- Bitcoin recorded a double-spend instance for a small amount which sparked rumors of Bitcoin’s death.
- Investigation reveals that the occurrence was rare and even normal for blockchains.
- Experts shunned the FUD calling the end of the Bitcoin blockchain.
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Multiple Bitcoin blocks mined at the same time have sparked debate around a possible double-spend attack on Bitcoin.
A double spend refers to when more Bitcoin is spent than the amount held in an address. Avoiding double spending is the crux of any money network. Thus, media publications jumped at the opportunity to call the time of death.
Besides the wider panic, however, there is nothing to worry about, according to Bitcoin experts. Some have even questioned if said transaction was indeed a true double spend.
Double Spend for 10 Minutes
On Jan. 20, at Bitcoin block height 666833, mining pools F2Pool and SlushPool both mined a BTC block simultaneously. The Bitcoin blockchain adds blocks one-by-one. Thus, only of them was eventually added to the major chain.
For ten minutes, nevertheless, transactions in both blocks showed confirmation.
A transaction from one set of addresses showed in both blocks with outputs of 0.00062063 and 0.00014499 BTC (total 0.00076562 BTC). The sending addresses had a total of 0.00071095 BTC only.
Hence, the input address received more Bitcoin than the sender held in their wallet.
Debate on Terminology
The BitMEX research team first reported the instance on Twitter, earning the attention of many. A double spend on Bitcoin meant the end of the leading blockchain as the ledger is no longer secure.
@cointelegraph posted an article with a quote from a “BSV” user that is a 100% falsehood, completely unquestioned.
Appalling “journalistic” standards
— Andreas M. Antonopoulos (@aantonop) January 21, 2021
BitMEX research gave an incorrect report at the beginning.
To understand what happened, one has to know about replace by fee (RBF) transactions. As the name suggests, it appears when a sender tries to replace an earlier transaction with another one with a higher fee.
This particular user had an unconfirmed transaction sent on Jan. 18 from four Bitcoin addresses.
Later, the user attempted to send another transaction to a different address on Jan. 19. Bitcoin full nodes rejected this.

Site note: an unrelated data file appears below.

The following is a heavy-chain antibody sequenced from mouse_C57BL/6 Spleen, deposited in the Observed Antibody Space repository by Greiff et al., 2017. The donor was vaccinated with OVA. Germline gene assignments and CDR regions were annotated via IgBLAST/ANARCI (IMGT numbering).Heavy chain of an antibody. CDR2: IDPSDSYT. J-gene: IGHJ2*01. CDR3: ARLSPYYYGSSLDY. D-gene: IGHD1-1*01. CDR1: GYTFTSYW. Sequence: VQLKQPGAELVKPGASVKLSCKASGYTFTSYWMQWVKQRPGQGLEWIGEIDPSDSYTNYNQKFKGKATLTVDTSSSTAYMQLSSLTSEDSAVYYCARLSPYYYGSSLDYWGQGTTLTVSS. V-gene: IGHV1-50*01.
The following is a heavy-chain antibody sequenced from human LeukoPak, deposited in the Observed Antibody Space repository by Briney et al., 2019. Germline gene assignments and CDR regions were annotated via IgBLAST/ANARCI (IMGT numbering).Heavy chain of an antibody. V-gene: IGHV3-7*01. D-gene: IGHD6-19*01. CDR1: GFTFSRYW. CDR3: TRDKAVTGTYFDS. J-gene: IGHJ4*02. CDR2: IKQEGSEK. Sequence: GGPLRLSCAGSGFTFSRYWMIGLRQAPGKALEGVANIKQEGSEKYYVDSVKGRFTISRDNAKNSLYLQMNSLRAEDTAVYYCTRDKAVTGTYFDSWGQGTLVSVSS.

On Jan 20., an RBF attempt to make miners accept the transaction finally sent the amount.
However, when the RBF transaction was initiated, the first transaction from Jan. 18 also went through in the second block. Thus, the input addresses spent more than their total input.
Note that the transaction to a different output was not included in either chain.
The intentions of this user are unclear at the moment.
Nonetheless, until the next block confirmation, which is ten minutes for Bitcoin, both transactions were verified simultaneously. This could have created minor issues.
For instance, merchants of the BTCPayServer would have received a successful invoice confirmation of the dropped transaction. Nicolas Dorier, Bitcoin developer and founder of BTCPayServer, told Crypto Briefing:
“It is a double spend because two blocks spend the same input with different output.”
Nevertheless, as the output address was the same in both transactions, many debated against calling it a double spend.
What Happens to Bitcoin Now?
Temporary block reorganizations are a common occurrence. Bitcoin educator Andreas Anotonopolous noted that one or two block reorganizations happen every few weeks. The chances of adding two different transactions from the same address are rarer.
The concern remains as to what happens to the transactions that are ultimately disregarded in the losing chain. Antonopoulos answered:
“If they [transactions] are also in the winning block then all is well. If they are not in the winning block, each node puts them back into its mempool as ‘unconfirmed’ and they wait for another opportunity”
The chances of the above situation happening again are very rare and possible only with small amounts.
Moreover, panic regarding possible double-spend attacks in the future has little basis. According to Dorier, the cost of conducting such an attack is in the millions.
Ideally, more than two, or a maximum of three-block confirmations, guarantees finality every time.
Disclosure: This author held Bitcoin at the time of press.
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